A few years ago, I was talking to my friend Charles Sides about my long-time goal of writing a history of the United States beginning with modern times and working back to its beginnings. He loved the idea, and every so often nudged me to try it. So, i more or less wrote it, sending off a new section every so often. I intended to call the resulting book “America’s Long Climb: How It Reached World Power,” or something like that.
(I intended to have an acknowledgements page that read: “Notice! This book is dedicated to my good friend and occasional traveling companion, Charles Sides. He nagged. This book is his fault.”)
Since I probably will never get around to trying to publish the book, it occurs to me, i should publish it here, bit by bit, in the way it was written. So, unless i forget, I will publish another installment every Sunday, in the way that I am currently republishing my novel Messenger every Friday. Enjoy!
Introduction: Taking back-bearings from history
History usually is told by starting somewhere and moving forward in time, because, of course, that’s the way our minds work. But this comes with one large disadvantage: Starting in the unfamiliar past and working toward the more familiar present requires that we be able to make the imaginative leap to the starting point. If you can’t make that leap, you can’t really get started. If you don’t know anything about history, how are you going to understand a book about the French and Indian War? The initial investment in learning relationships and circumstances may be too overwhelming.
Decades ago, I wondered, what if we could wrestle our minds into telling the story backwards? Suppose we were to start where we are, or close to where we are, and progress back, showing how we got here. Could it be done? It seemed worth trying.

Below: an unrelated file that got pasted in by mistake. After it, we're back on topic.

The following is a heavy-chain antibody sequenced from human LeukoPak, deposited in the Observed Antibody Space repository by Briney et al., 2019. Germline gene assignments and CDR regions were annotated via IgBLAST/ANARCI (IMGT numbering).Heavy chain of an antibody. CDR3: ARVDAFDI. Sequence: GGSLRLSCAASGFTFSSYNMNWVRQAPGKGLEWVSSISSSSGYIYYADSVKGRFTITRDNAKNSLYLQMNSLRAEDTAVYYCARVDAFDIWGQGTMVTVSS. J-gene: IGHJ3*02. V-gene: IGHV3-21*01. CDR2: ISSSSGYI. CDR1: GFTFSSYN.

The first step is to narrow the field of study. While I’d like to read the story of the whole world, I certainly couldn’t write it. So what part of world history was I most familiar with? What subject, extending to our day, would likely be of interest to readers and would be more or less complete in itself? What could I sketch in outline given my own limitations of time, energy, knowledge and skill? The question answered itself. Where else but the United States where I was born?
From our arbitrary starting date of the year 2000, we could work backwards to settlement by various European powers. That would be more than enough for one project! It would suggest connections continually as we went along, and would leave the reader in 1607, or perhaps 1492, in a world vastly different from the one we live in today, one perhaps a little more accessible than before. I suppose you might think of it as working backwards along your family tree.
All right, then, the history of the United States from today back to its beginnings. Within that general subject, what could we include, and what should we exclude? What would be the most useful to the reader? What would be of greatest interest to me as writer and examiner? Most of all, what would be the most feasible?
I decided that the theme should be how America came to be an overwhelming presence in the world. We don’t need another recital – backwards! – of a list of presidents. Instead, we might look at how the whole of our history shrinks, as we look through the wrong end of the telescope, to a smaller but perhaps brighter and more focused vision. Then I’ll leave it to you to bring yourself back to the present with a clearer view of how we got to this troubled present through a series of troubled pasts.
1 Twentieth century (2000 back to 1900)
World political power
Global empire — pax Americana? — reconstruction and Cold War — World War II — political isolation — World War I
World economic power
technological revolutions– oil shocks – postwar boom – reconstructing the world – manufacturing World War II – Bust following boom – supplying the Allies in World War I – the first trans-oceanic possessions — National domestic market
World cultural power
Internet – Computers – JFK – Television – FDR – Radio – Woodrow Wilson – Victrola – Airplane – Movies – Automobile – Theodore Roosevelt